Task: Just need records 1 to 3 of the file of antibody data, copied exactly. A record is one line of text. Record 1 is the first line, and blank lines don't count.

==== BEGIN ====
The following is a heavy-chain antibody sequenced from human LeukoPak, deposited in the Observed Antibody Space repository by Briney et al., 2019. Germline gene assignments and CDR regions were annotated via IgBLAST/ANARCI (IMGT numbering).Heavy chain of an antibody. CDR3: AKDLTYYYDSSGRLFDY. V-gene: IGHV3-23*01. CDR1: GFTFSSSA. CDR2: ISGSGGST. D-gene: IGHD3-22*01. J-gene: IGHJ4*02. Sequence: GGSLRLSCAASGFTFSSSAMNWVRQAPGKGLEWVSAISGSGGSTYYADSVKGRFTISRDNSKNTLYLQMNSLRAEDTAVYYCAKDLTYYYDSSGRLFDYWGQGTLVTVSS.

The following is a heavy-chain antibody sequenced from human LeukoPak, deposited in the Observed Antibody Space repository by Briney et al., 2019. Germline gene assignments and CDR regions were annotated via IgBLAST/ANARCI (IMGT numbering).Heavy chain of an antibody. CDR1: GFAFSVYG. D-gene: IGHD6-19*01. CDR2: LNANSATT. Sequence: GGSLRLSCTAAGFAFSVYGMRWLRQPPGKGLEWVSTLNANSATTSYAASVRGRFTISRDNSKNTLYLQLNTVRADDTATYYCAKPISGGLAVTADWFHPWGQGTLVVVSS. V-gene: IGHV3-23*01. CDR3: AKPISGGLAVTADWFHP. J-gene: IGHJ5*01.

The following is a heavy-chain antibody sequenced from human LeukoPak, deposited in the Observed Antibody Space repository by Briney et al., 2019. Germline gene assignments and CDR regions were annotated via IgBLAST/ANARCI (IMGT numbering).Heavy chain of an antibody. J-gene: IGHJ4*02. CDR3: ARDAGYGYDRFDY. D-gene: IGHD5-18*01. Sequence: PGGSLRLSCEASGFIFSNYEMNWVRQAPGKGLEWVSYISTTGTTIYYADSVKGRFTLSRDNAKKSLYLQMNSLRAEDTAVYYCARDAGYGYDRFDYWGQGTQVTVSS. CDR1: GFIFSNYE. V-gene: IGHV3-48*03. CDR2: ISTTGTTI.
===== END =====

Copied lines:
The following is a heavy-chain antibody sequenced from human LeukoPak, deposited in the Observed Antibody Space repository by Briney et al., 2019. Germline gene assignments and CDR regions were annotated via IgBLAST/ANARCI (IMGT numbering).Heavy chain of an antibody. CDR3: AKDLTYYYDSSGRLFDY. V-gene: IGHV3-23*01. CDR1: GFTFSSSA. CDR2: ISGSGGST. D-gene: IGHD3-22*01. J-gene: IGHJ4*02. Sequence: GGSLRLSCAASGFTFSSSAMNWVRQAPGKGLEWVSAISGSGGSTYYADSVKGRFTISRDNSKNTLYLQMNSLRAEDTAVYYCAKDLTYYYDSSGRLFDYWGQGTLVTVSS.

The following is a heavy-chain antibody sequenced from human LeukoPak, deposited in the Observed Antibody Space repository by Briney et al., 2019. Germline gene assignments and CDR regions were annotated via IgBLAST/ANARCI (IMGT numbering).Heavy chain of an antibody. CDR1: GFAFSVYG. D-gene: IGHD6-19*01. CDR2: LNANSATT. Sequence: GGSLRLSCTAAGFAFSVYGMRWLRQPPGKGLEWVSTLNANSATTSYAASVRGRFTISRDNSKNTLYLQLNTVRADDTATYYCAKPISGGLAVTADWFHPWGQGTLVVVSS. V-gene: IGHV3-23*01. CDR3: AKPISGGLAVTADWFHP. J-gene: IGHJ5*01.

The following is a heavy-chain antibody sequenced from human LeukoPak, deposited in the Observed Antibody Space repository by Briney et al., 2019. Germline gene assignments and CDR regions were annotated via IgBLAST/ANARCI (IMGT numbering).Heavy chain of an antibody. J-gene: IGHJ4*02. CDR3: ARDAGYGYDRFDY. D-gene: IGHD5-18*01. Sequence: PGGSLRLSCEASGFIFSNYEMNWVRQAPGKGLEWVSYISTTGTTIYYADSVKGRFTLSRDNAKKSLYLQMNSLRAEDTAVYYCARDAGYGYDRFDYWGQGTQVTVSS. CDR1: GFIFSNYE. V-gene: IGHV3-48*03. CDR2: ISTTGTTI.